Press "Enter" to skip to content

First ICC Sentence: 14 years Imprisonment for Lubanga

Yesterday the ICC issued its first sentencing judgment. It sentenced Thomas Lubanga Dyilo to 14 years imprisonment for the crimes of conscripting and enlisting children under the age of 15 years into the FPLC and using them to participate actively in hostilities within the meaning of Articles 8(2)(e)(vii) and 25(3)(a) of the Statute from early September 2002 to 13 August 2003. The OTP issued a statement that can be accessed here. After studying the judgment, the OTP will make a decision on whether to appeal the sentence or not. This judgment is very important in that it lays the ground for other judgments at the ICC under Article 76 of the ICC Statute.

The full text of the judgment is available here (52 pages). Judge Odio Benito wrote a separate and dissenting opinion since she disagreed with the Majority’s decision to the extent that, in her view, it disregarded taking properly into account  as aggravating circumstances the damage caused to the victims and their families, particularly as a result of the harsh punishments and sexual violence suffered by the victims of these crimes (see her 12 page dissent from page 40 of the judgment onwards).

In establishing the proper sentence to be imposed the majority considered as relevant factors: 1) the gravity of the crime; 2) the large-scale and widespread nature of the crimes committed; 3) the degree of participation and intent of the convicted person; and 4) the individual circumstances of the convicted person (paras. 45-56). As part of the aggravating circumstances the Chamber dealt with the issues of harsh conditions in the camps and the brutal treatment of the children (paras. 57-59); sexual violence (with some strong words of criticism towards the former Prosecutor for failing to apply to include sexual violence or sexual slavery at any stage during these proceedings – paras. 60-76); commission of the crime when the victims are particularly defenceless (paras. 77-78); discriminatory motives (paras. 79-81). The Chamber found that no aggravating factors were established by the OTP. As mitigating factors put forward by the Defence the Chamber considered necessity, peaceful motives and demobilisation orders (paras. 83-87); and his cooperation with the Court (paras. 88-91).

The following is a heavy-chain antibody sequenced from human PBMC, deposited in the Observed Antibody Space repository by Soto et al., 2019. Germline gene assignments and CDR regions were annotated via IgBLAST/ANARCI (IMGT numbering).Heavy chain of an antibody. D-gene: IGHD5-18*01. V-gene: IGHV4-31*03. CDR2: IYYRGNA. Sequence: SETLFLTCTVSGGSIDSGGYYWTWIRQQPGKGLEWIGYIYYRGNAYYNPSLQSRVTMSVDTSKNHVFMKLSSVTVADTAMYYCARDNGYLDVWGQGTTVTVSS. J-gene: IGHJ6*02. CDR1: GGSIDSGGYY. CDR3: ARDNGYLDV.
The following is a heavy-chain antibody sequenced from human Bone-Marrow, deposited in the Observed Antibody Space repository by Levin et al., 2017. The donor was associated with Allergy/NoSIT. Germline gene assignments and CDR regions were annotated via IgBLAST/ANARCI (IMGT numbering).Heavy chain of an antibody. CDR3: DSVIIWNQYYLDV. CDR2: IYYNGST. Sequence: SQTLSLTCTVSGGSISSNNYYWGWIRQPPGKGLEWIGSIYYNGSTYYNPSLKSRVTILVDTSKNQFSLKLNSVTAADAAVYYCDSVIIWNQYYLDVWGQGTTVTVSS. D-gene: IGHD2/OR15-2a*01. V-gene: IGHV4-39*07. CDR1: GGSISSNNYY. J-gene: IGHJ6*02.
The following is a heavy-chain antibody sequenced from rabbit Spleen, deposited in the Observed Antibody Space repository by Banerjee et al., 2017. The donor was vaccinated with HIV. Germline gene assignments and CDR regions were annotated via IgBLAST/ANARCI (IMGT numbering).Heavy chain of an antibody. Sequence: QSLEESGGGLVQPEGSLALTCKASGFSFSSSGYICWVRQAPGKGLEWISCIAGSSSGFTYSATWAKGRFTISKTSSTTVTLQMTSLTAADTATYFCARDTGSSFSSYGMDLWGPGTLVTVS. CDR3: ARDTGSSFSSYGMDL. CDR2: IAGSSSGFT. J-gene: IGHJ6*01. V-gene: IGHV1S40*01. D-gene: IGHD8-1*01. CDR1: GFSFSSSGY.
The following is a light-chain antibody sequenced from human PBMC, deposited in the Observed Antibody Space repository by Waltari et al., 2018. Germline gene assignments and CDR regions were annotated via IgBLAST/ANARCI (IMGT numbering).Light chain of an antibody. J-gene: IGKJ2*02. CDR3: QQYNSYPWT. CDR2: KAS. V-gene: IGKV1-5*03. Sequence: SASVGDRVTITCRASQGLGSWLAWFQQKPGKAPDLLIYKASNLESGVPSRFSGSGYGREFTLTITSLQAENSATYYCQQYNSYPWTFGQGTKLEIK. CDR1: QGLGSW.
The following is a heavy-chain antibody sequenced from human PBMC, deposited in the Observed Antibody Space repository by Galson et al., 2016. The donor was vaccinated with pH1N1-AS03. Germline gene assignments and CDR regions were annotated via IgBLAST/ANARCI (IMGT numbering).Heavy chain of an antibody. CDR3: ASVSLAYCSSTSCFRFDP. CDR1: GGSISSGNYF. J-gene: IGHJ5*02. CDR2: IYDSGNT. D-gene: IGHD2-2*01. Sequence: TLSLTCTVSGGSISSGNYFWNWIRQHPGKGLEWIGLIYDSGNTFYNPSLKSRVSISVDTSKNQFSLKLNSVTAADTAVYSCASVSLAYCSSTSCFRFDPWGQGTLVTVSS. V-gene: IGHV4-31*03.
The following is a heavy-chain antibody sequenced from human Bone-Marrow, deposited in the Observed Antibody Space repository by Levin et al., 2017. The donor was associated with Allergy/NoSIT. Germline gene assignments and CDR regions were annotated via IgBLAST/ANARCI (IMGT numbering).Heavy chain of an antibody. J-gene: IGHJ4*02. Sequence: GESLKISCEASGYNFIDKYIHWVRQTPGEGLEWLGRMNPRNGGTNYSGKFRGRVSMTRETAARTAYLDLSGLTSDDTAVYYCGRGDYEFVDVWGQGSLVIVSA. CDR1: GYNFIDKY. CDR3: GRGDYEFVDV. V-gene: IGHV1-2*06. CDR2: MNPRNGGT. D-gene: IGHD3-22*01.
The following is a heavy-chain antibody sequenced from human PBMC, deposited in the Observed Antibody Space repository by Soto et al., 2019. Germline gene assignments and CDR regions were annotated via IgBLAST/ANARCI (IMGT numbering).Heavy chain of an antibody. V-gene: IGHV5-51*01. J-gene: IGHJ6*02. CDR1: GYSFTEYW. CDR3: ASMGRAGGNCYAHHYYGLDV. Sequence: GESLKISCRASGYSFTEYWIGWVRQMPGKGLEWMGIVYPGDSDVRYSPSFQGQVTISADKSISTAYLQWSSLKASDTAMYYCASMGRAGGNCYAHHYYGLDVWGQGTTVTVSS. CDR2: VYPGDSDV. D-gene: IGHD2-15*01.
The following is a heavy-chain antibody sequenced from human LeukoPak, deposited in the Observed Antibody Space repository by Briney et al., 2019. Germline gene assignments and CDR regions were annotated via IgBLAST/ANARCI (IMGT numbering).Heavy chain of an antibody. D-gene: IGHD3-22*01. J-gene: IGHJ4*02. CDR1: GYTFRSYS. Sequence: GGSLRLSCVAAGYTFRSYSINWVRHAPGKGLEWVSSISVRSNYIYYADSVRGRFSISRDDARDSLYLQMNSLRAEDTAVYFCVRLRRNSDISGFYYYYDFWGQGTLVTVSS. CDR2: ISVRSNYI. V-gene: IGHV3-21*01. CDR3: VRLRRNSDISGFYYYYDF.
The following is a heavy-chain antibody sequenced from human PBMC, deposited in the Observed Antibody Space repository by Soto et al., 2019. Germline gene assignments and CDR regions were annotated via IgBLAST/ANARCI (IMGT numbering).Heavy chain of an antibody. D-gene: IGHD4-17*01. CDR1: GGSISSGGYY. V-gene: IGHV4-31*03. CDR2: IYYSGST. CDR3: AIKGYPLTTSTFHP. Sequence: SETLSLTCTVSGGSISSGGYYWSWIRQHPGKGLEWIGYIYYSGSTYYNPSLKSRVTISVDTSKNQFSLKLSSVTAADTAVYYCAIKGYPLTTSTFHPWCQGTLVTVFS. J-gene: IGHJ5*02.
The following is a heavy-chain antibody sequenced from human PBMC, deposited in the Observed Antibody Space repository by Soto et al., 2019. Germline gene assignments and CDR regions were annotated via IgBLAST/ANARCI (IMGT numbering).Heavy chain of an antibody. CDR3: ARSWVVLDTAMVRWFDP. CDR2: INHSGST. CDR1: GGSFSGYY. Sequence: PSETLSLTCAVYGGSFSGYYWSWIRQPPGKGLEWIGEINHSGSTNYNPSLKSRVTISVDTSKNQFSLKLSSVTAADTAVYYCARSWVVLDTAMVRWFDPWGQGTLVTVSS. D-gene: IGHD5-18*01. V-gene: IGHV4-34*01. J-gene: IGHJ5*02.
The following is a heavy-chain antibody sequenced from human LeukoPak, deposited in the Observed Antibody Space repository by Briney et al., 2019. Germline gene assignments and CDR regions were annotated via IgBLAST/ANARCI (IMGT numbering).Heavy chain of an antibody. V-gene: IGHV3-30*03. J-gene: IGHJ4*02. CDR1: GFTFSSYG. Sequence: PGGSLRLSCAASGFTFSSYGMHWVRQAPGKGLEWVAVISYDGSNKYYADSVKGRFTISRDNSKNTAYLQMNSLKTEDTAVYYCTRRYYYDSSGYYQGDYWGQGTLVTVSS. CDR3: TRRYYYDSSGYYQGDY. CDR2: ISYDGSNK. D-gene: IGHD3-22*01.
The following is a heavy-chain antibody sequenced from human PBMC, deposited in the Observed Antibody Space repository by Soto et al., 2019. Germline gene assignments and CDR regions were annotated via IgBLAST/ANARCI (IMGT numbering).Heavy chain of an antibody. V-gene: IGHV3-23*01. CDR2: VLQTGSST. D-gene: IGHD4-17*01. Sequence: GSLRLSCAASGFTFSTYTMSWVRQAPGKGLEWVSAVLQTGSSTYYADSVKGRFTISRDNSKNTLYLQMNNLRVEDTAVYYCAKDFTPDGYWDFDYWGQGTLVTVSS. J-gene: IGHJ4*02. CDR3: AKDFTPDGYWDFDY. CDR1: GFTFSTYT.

In explaining the legal framework applicable to sentencing, the Chamber held as follows (para. 29):

The legal framework applicable to the sentencing stage of the proceedings, applying Article 21(1) of the Statute, is set out in Articles 23, 76, 77, 78 and 81(2)(a) of the Statute and Rules 143, 145 and 146 of the Rules, and it is to be noted that none of these provisions limit the factors that are properly to be considered during sentencing to those described in the Confirmation Decision. Instead, Article 76(1) of the Statute establishes that when considering the “appropriate” sentence, the Trial Chamber “shall take into account the evidence presented and submissions made during the trial that are relevant to the sentence”. Pursuant to Article 76(2) of the Statute, the Chamber “may on its own motion, and shall, at the request of the Prosecutor or the accused, hold a further hearing to hear any additional evidence or submissions relevant to the sentence […]”. In the judgment of the Chamber, the evidence admitted at this stage can exceed the facts and circumstances set out in the Confirmation Decision, provided the defence has had a reasonable opportunity to address them.

Importantly, the Chamber did not follow the submission of the Prosecution that aggravating factors be established on a ‘balance of probabilities’, but demanded that they be proved by the Prosecution ‘beyond a reasonable doubt’ (paras. 32-33). The Chamber held that mitigating circumstances are to be established on a balance of probabilities (para. 34).

As expected, credit was given for the time already served by Lubanga since since his arrest on 16 March 2006.